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Perfectionism and INTJs: More Thoughts & Strategies

Thursday July 8, 2021

Jesse writes,

…I had a pretty big life-changer experience. I always wondered where my exhaustion/anxiety and depression came from. I didn’t feel they were inborn; that they were just symptoms of a systemic problem.

Turns out I’m a clinical perfectionist. Learning this has been massively relieving. I gander many INTJs struggles with this. Probably any high-achieving personality type.

This video really opened my eyes. I’m reading Overcoming Perfectionism now. I feel 100 pounds lighter.

Thanks Jesse for sharing your experience and the video. And way to go! I’m really happy for you, you deserve it all and more.

Jesse’s email made me think about where perfectionism fit into my own journey.

Thoughts on Perfectionism

I remembered that for me, perfectionism was by far the worst when I was working in xSTJ business environments where A) rules governing employees were valued over output, and 2) my own subjective values were not appreciated or demonstrated.

It’s been a while since I’ve been in that situation though, so I’m not sure how it would work out these days. I’d like to think I could go back and really push back, but who knows. Groups are powerful and self-protective.

And that’s a circumstantial example. I think circumstances really matter. We humans like to think we can “fix” things but sometimes that’s a really dumb notion.

Getting out of those circumstances (i.e. quitting both positions and moving the f*** on with my life) almost instantly “cured” my perfectionism, including weird things like a speech impediment I was starting to develop! It’s a memory from long ago that still makes me shake my head.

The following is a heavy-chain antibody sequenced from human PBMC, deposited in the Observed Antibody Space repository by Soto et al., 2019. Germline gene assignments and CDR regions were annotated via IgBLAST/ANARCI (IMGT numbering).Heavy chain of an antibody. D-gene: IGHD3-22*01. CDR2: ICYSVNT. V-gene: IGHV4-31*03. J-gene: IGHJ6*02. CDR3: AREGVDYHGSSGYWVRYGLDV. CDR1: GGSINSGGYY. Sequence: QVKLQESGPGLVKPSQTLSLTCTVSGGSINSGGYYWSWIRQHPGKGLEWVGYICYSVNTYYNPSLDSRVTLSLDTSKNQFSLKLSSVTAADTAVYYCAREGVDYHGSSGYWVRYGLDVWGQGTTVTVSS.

However, there are certainly a lot of strategies that have helped when I get into more of a perfectionist mode. These have helped me from falling into the same old traps over and over, even or especially when working for myself. So here we go!

Other Strategies

Off the top of my head, some things that helped me deal with perfectionism in general:

  • Always try to define the minimum amount of work that will satisfy all stakeholders.
    • Even if you’re the only stakeholder.
    • On an ongoing basis, find ways to leverage portions of the work which make the minimum easier, and which allow you to raise the bar a little bit.
    • My theory is that “minimum” is not really going to be a minimum for a perfectionist anyway, so there’s no need to worry about under-doing. There will always be some incidental perfectionism.
  • Take the S/N “Do / Don’t Do” model to heart. Someone said, “INTJs are perceiver-thinkers, not so much doers.”
    • Does this mean we can’t do? No way! So don’t let your “I’m so great at doing” ego destroy you—there is a LOT you can accomplish in life by leaning harder into that non-doing stance. The outside world sees much of it as pure artisanal wisdom. (As long as we don’t brag about it)
    • If your perfectionism is in ANY WAY feeding a tendency to brag or even humble-brag, a la the Se-Fi “I’m so great, in fact greatness is what makes me so great” life hack, be careful. This can turn into a huge Fe blindspot issue.
  • Take the NiTe-SeFi “Perfectionistic Swings” model to heart.